DENVER (CBS4) – Among the state laws going into effect on Jan. 1, are two new marijuana laws – both of which will still await implementation in Denver and other municipalities. In 2019, Gov. Jared Polis signed House Bills 1230 and 1234 into law.
House Bill 1234 allows for the commercial delivery of marijuana. It will begin with medical marijuana in 2020 and recreational pot will follow a year later.
Additionally, House Bill 1230 will allow two new types of marijuana-related businesses in the state. Businesses can apply to be licensed as a tasting room that can sell cannabis products on-site. The law also allows for "marijuana hospitality establishments," which allow the on-site consumption of marijuana, but the not sale of it. Hospitality establishments can be mobile, such as a tour bus.
According to the Colorado Department of Revenue's Marijuana Enforcement Division, both laws are subject to local approval. So, while the state will accept new applications in 2020, some cities won't necessarily be ready.
"Denver has not decided officially yet whether we will opt in or opt out," said Eric Escudero, spokesman for the Denver Department of Excise and Licenses, which reviews local license applications.
A small handful of social consumption establishments have existed in Denver since voters approved Initiative 300 in 2016, which granted businesses the ability to apply for a license to allow for adult marijuana consumption in designated areas. Such businesses are not permitted to sell marijuana.
The Coffee Joint, located on Yuma Court, owns one of Denver's two licenses for cannabis consumption. Currently, customers can bring their own cannabis products, or they can walk to the separate, but connected, dispensary next door.
Owner Rita Tsalyuk tells CBS4 she plans to expand her business in the next few years. She's already applied for a state license under the new laws, but can't do the same in Denver until the city makes a judgement.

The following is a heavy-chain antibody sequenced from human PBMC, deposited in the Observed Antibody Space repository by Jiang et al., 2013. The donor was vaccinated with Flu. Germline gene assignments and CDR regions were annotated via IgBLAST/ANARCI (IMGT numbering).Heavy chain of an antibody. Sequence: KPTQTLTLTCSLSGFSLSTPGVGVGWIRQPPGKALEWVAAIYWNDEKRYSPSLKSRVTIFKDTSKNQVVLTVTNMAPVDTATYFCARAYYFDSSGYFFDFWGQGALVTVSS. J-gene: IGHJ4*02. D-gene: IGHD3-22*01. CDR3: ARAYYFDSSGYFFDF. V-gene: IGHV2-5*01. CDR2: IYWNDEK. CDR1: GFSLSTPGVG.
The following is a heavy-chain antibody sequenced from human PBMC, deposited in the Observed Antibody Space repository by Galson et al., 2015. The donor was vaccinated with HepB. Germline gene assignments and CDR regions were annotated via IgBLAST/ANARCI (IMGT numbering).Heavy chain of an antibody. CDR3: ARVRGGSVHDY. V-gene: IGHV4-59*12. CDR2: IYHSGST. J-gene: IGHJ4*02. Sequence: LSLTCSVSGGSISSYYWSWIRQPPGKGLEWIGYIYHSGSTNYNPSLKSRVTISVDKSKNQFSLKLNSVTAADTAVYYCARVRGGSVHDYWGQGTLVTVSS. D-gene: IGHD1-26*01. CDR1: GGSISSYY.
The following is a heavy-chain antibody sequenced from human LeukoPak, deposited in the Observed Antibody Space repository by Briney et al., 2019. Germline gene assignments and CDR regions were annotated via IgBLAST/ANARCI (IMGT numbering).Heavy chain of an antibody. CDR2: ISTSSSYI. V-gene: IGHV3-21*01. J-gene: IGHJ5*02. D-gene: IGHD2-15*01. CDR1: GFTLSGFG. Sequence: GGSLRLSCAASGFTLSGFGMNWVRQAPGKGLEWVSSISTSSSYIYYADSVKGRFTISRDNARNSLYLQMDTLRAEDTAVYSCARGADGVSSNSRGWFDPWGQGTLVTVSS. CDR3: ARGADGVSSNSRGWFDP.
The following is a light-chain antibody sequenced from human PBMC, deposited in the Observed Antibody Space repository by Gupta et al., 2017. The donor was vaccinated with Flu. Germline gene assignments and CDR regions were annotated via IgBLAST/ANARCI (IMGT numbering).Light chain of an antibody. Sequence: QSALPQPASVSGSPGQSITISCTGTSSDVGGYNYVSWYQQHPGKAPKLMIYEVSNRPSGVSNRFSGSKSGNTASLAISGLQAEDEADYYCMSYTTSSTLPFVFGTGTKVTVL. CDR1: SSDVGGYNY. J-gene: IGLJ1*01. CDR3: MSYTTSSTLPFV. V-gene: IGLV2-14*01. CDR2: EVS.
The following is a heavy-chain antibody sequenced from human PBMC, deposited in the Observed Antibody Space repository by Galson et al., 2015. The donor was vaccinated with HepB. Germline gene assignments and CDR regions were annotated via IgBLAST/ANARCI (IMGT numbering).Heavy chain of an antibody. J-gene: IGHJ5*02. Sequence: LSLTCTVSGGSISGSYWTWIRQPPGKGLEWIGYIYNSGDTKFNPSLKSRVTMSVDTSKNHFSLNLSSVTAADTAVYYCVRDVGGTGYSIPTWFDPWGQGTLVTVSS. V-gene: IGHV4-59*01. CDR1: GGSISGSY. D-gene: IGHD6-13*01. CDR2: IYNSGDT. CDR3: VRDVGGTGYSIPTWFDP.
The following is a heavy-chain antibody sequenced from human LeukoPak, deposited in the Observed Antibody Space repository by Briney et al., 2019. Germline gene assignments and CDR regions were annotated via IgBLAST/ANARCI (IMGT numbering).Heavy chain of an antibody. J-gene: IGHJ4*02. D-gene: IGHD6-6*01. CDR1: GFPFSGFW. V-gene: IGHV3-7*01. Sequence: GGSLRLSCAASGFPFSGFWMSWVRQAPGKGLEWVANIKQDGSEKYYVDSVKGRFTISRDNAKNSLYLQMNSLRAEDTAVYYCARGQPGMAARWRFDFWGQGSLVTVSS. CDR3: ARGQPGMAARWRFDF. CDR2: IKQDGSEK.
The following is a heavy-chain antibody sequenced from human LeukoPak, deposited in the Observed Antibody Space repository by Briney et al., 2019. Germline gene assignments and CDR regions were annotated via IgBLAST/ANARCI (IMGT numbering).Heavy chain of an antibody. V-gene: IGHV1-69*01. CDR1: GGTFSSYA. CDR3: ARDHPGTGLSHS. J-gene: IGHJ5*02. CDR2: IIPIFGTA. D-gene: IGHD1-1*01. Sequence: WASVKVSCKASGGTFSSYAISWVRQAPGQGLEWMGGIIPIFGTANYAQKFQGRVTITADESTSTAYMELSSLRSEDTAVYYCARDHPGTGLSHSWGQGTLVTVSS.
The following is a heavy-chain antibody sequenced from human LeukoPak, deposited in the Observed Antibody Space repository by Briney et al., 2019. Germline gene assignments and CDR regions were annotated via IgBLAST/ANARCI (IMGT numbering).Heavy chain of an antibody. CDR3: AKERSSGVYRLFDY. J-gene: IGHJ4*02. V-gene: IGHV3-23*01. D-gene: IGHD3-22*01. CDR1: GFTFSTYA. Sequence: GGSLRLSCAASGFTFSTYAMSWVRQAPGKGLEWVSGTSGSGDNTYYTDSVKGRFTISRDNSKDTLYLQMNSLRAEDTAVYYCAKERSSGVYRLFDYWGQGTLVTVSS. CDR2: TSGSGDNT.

"I don't think it's going to change much the business here, but we would be given different opportunities to apply within town or different jurisdictions," Tsalyuk said.
According to spokesman Eric Escudero, Denver's Department of Excise and Licenses is currently taking a hard look at the makeup of the marijuana industry in Denver. The department's focus is on "social equity," Escudero explained.
"So many people were negatively impacted, disproportionately over 50-plus years of the war on drugs, so we have to make sure, if we're going to issue licenses, that people won't miss out on opportunities to be involved in that business because maybe they were impacted in the past because of the color of their skin or their race," He said.
While the city has no deadline for its decision on the law, Escudero tells CBS4 he expects the department's comprehensive report to be released within a few months. After that, the city could make a decision.
Until then, Tsalyuk will put off any major business decisions.
"Until the City of Denver comes up with the rules, we don't want to select any location, because we don't know what the rules are going to be," she said.
Cities also have the final say on implementing the new law regarding marijuana delivery.
They do not have any control over another new marijuana-related law, which prohibits MCT oil, Vitamin E acetate, and PEG oil from being included in production for products intended to be inhaled.
for more features.